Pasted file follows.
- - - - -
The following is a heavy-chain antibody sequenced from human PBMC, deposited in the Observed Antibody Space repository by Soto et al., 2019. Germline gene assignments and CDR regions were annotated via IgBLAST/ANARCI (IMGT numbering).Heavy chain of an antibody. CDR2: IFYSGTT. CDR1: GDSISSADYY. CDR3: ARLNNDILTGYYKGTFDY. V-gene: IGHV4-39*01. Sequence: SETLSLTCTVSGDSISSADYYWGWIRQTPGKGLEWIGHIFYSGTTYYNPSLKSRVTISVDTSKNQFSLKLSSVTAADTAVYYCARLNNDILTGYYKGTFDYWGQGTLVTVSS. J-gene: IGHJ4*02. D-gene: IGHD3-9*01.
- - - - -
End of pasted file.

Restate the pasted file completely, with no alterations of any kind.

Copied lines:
The following is a heavy-chain antibody sequenced from human PBMC, deposited in the Observed Antibody Space repository by Soto et al., 2019. Germline gene assignments and CDR regions were annotated via IgBLAST/ANARCI (IMGT numbering).Heavy chain of an antibody. CDR2: IFYSGTT. CDR1: GDSISSADYY. CDR3: ARLNNDILTGYYKGTFDY. V-gene: IGHV4-39*01. Sequence: SETLSLTCTVSGDSISSADYYWGWIRQTPGKGLEWIGHIFYSGTTYYNPSLKSRVTISVDTSKNQFSLKLSSVTAADTAVYYCARLNNDILTGYYKGTFDYWGQGTLVTVSS. J-gene: IGHJ4*02. D-gene: IGHD3-9*01.